Tumours in genetic syndromes

Epidemiological studies show that children are much more sensitive to the effect of radiation than adults and may develop severe toxicity and a higher incidence of secondary radiation-induced tumours. In addition to the oncology therapies received to treat the primary tumour at a young age, other factors such as genetic susceptibility to neoplasms caused by a mutation of a tumour suppressor gene may contribute to the development of secondary tumours in children.

The most frequent genetic syndromes that place a child at risk of tumours are:  Retinoblastoma (RB) caused by a mutation in the RB1 tumour suppression gene, Li-Fraumeni Syndrome  (LFS) caused by mutations in the p53 gene, Neurofibromatosis type 1 (F1) associated with mutations in the NF1 gene, and Nevoid basal-cell carcinoma syndrome (NBCCS) caused by mutations in the PTCH gene. These are just a few examples recognized as a substantial risk for the development of secondary tumours for genetic susceptibility and greater sensitivity to radiation.


Several studies show there is an association of the development of secondary tumours and radiation therapy in paediatric patients affected by retinoblastoma, a rare predisposing illness that affects about 3% of all paediatric tumours. It can arise in two forms: hereditary, when a germline mutation of the RB1 gene is present at birth (generally affects both eyes) and sporadic, if acquired during childhood (almost always involving just one eye). The hereditary form predisposes the individual to a series of new tumours and radiation therapy emphasizes the phenomenon, promoting the development of secondary tumours at the side of the previous radiation.

Li-Fraumeni Syndrome

This is a dominant hereditary syndrome caused by a germline mutation in the p53 tumour suppression gene characterized by the precocious development of mammary tumours, sarcomas, brain tumours, adrenocortical tumours, and acute leukaemia. The risk of developing a tumour is approximately 50% at 30 years of age and 90% at 60 years of age.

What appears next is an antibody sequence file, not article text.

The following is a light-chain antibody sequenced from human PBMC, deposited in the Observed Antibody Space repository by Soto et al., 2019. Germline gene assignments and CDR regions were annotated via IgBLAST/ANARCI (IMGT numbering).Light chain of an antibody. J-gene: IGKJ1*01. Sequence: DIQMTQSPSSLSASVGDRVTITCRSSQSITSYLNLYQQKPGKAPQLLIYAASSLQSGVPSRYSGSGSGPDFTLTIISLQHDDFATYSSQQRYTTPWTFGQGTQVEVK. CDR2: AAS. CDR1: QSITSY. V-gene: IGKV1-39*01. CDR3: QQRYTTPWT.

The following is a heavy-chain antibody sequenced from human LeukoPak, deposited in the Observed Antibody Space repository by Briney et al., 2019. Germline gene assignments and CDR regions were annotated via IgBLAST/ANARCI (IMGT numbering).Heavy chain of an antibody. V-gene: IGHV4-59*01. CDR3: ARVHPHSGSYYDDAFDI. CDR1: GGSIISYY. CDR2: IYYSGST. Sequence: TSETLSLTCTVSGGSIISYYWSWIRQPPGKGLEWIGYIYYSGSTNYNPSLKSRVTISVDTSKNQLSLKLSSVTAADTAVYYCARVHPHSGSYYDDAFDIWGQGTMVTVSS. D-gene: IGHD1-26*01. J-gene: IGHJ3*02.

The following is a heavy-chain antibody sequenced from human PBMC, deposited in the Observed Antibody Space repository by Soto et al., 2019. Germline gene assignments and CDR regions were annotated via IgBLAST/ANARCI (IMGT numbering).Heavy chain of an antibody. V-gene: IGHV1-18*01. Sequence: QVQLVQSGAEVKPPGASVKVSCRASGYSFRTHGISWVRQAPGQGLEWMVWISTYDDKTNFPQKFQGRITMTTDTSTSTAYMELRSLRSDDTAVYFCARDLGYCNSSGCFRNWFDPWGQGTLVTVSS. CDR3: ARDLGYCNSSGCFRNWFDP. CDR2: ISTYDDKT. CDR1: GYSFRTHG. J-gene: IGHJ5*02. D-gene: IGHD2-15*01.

Neurofibromatosis type 1      

This is a dominant hereditary autosomal disorder that predisposes the individual to the occurrence of new tumours caused by a mutation in the NF1 gene. Children who are NF1 carriers are at risk of developing peripheral malignant tumours of nerve sheaths, leukaemia, and gliomas. For this reason, the use of radiation therapy must be carefully evaluated in patients who are NF1 carriers, especially if children, due to the high risk of developing new secondary tumours in the radiation location.

Nevoid basal-cell carcinoma syndrome (NBCCS)

NBCCS, also called Gorlin Syndrome, is a rare, dominant autosomal disorder characterized by the development of multiple basal cell carcinomas, mandibular cysts, and skeletal abnormalities. Children with this syndrome have a very high risk of precocious development of multiple basal cell carcinomas in the radiation location (from 6 months to three years after radiation therapy ended). Plus, NBCCS predisposes the individual to development a very aggressive tumour in the central nervous system called a medulloblastoma that involves 20% of brain tumours during childhood.

These are just a few examples recognized as a substantial risk for the development of secondary tumours for their genetic susceptibility and greater sensitivity to radiation.

The use of protons as a radiation therapy technique in patients with these syndromes and with active oncological illnesses offers greater savings in irradiating the healthy tissue surrounding the tumour region. In this way it is possible to reduce the incidence of late toxicity and radiation-induced tumours in subsequent years.

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